- External Threats. The last inherent risk factor comes from external threats. A large multinational financial institution will have a higher risk profile than a small community bank in a rural setting. Both firms will always face the potential for a cyberattack. However, a small community bank may be unknown outside of its market area and face fewer threats. Although community banks may not be well known internationally, they remain at risk because they are often perceived to have fewer cybersecurity controls in place.
Considering Cybersecurity Maturity
The second portion of the CAT focuses on assessing the cybersecurity maturity of a firm’s control environment. This maturity assessment is based on the following five domains:
- Cyber Risk Management and Oversight — the governance infrastructure that a firm has in place to oversee cyber-related risk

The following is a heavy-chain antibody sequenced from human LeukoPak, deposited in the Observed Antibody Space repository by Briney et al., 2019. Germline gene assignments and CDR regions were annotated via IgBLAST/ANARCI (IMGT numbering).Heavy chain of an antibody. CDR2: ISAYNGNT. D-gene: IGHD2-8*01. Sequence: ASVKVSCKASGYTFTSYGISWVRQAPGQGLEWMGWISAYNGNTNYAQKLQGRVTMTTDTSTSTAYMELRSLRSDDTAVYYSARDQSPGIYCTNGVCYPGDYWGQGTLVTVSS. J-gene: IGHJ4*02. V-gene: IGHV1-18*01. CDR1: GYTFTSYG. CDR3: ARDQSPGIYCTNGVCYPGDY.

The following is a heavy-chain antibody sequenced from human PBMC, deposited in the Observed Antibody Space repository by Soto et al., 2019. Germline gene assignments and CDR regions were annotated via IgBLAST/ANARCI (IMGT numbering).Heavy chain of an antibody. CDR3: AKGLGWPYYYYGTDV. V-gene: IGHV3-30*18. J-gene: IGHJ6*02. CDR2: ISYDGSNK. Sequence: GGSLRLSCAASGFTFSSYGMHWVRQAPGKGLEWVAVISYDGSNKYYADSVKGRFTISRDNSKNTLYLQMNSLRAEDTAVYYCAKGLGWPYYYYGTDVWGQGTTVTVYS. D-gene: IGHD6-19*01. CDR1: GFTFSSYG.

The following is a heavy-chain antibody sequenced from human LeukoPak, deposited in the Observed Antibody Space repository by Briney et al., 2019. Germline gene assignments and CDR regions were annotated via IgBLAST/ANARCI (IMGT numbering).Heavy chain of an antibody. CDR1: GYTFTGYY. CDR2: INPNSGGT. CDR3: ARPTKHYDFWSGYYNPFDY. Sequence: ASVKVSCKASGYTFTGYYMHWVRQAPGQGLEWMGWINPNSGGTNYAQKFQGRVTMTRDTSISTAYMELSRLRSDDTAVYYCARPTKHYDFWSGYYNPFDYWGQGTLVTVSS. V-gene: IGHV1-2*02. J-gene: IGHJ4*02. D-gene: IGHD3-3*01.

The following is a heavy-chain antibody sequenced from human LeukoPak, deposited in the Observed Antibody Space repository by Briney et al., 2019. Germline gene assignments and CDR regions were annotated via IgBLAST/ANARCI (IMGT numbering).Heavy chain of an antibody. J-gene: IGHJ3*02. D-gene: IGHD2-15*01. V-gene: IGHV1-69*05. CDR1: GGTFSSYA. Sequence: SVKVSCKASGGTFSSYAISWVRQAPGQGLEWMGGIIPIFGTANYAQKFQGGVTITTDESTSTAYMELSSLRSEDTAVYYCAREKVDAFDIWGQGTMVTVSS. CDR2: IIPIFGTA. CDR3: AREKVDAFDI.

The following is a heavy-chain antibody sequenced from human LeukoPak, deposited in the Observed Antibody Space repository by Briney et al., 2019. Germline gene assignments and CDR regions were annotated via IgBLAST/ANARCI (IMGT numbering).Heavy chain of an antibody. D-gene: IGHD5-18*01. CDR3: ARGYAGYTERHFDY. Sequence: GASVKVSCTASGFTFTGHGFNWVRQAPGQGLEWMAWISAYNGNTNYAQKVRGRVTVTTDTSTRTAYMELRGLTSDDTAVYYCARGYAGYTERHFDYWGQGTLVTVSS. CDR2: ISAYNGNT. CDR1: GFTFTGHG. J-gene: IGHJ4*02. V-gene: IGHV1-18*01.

- Threat Intelligence and Collaboration — the capability to monitor, acquire, analyze, and track the potential cyberthreat landscape and how it might affect the firm
- Cybersecurity Controls — the measures put in place to deter and prevent a cyberattack
- External Dependency Management — how well a firm manages its vendors, including an assessment of the robustness of its vendor management program
- Cyber Incident Management and Resilience — the steps management takes to identify, prioritize, respond to, and mitigate cyberthreats and vulnerabilities when they occur
Figure 1 details the five domains and the assessment factors that inform these domains. For each assessment factor, the table below provides a set of declarative statements that describe activities that inform the level of maturity for each domain.
Source: Federal Financial Institutions Examination Council, FFIEC User’s Guide, available at www.ffiec.gov/pdf/cybersecurity/FFIEC_CAT_User_Guide_June_2015_PDF2_a.pdf.
Using the CAT